Book review: The Naked Scientist: The Science of Everyday Life Laid Bare by Chris Smith

Whoever said science was boring didn’t spend a few hours in the company of the invigorating Chris Smith...

Thursday, 10th November 2011, 6:00 am

He might be a medical doctor, scientist, specialist registrar and clinical lecturer in virology at Cambridge University but he also has the gift of making science fun!

Not content with being one of the most knowledgeable men in viral medicine, he has made it his business to answer weird and wonderful questions like is it possible to tell how happy a dog is by watching the way it wags its tail and can one really read other people like a book?

Smith, better known to BBC Radio 5 Live listeners as the Naked Scientist, explores present-day predicaments and tomorrow’s technologies in this brilliantly entertaining compendium of bite-sized facts, anecdotes and insights into the science of everyday life.

From the most surprising facts to the most innovative new inventions, from staggering stats to serious developments that will transform the world around us, Smith uses his wit and charm to lift the lid on the curious, crazy and compelling – and answer those questions you never thought to ask.

Discover why the Eiffel Tower is 15 centimetres taller in mid-summer than it is in mid-winter, whether sound travels faster in water or air and why so many people hate eating their greens.

As Smith points out to his readers, science isn’t just for ‘geeks’; it’s something that can be full of wonder, affects us all and will almost certainly change your life in some way or another.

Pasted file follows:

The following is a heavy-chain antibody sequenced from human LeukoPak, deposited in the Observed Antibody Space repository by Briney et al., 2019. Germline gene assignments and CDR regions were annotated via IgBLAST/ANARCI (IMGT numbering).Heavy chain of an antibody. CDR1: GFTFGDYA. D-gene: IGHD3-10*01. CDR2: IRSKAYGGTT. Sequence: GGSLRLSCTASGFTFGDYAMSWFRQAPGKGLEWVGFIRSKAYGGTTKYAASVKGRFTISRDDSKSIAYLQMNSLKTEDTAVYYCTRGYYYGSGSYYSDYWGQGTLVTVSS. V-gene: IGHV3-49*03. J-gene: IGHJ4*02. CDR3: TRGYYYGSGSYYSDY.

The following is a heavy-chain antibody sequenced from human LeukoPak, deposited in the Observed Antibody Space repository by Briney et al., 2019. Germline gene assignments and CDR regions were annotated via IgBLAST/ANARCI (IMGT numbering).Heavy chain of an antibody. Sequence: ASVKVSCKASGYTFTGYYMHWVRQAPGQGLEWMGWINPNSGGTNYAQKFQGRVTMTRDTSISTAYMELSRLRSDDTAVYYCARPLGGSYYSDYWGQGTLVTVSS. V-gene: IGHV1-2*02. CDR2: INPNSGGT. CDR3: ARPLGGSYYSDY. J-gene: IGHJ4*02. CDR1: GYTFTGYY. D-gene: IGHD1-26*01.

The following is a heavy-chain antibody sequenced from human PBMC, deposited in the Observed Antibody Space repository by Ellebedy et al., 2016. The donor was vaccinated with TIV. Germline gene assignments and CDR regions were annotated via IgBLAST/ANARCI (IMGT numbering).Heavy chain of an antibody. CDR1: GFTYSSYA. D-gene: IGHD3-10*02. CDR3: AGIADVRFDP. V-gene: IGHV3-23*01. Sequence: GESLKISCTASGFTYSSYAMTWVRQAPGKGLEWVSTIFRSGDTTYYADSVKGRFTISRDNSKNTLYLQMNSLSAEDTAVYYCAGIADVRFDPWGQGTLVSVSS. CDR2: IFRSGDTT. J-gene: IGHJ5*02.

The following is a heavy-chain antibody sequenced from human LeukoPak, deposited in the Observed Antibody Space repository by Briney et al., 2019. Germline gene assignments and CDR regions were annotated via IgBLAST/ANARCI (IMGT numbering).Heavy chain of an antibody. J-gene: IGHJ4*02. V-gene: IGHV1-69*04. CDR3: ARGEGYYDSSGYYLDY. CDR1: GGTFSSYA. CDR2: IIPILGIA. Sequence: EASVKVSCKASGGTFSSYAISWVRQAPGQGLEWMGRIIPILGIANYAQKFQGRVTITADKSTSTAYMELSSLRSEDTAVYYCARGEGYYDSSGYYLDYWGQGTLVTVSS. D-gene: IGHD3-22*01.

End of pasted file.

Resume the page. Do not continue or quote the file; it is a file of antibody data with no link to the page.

By stripping down science to its bare essentials, we see what it really is – addictive, interesting and occasionally a bit naughty!

Photography, astronomy, forensic science, geology, genetics, electricity, X-ray technology and even sport are covered as Smith takes us from deep into the earth’s layers to the heights of space to uncover what is happening in the world of modern day science.

From bizarre facts (there’s enough energy in a lightning bolt to make more than a hundred thousand pieces of toast) to awe-inspiring achievements (nano-capsules which deliver anti-cancer drugs to tumours so sparing healthy tissue), Smith dips into every facet of science and technology.

For instance, you need never worry again about being a party ‘pooper’ with a mobile boredom detector to clip onto a pair of glasses and warn you if you are sending people to sleep!

And yes, it IS possible to read other people like a book – but in a literal rather than a metaphorical sense. In Europe, some libraries are adding humans to their archives. ‘Readers’ pop into their local library to borrow an individual for a half-hour chat in a nearby cafe to discuss their life, beliefs and values.

And as doctors warn of a future dementia ‘timebomb,’ it could be time to start eating curries. Researchers have found that turmeric, the yellow spice added to curry and some rice dishes, can help to ward off Alzheimer’s disease.

Smith makes a marvellous guide through this maze of amazing facts... if only school science lessons had been so enjoyable!

(Abacus, paperback, £9.99)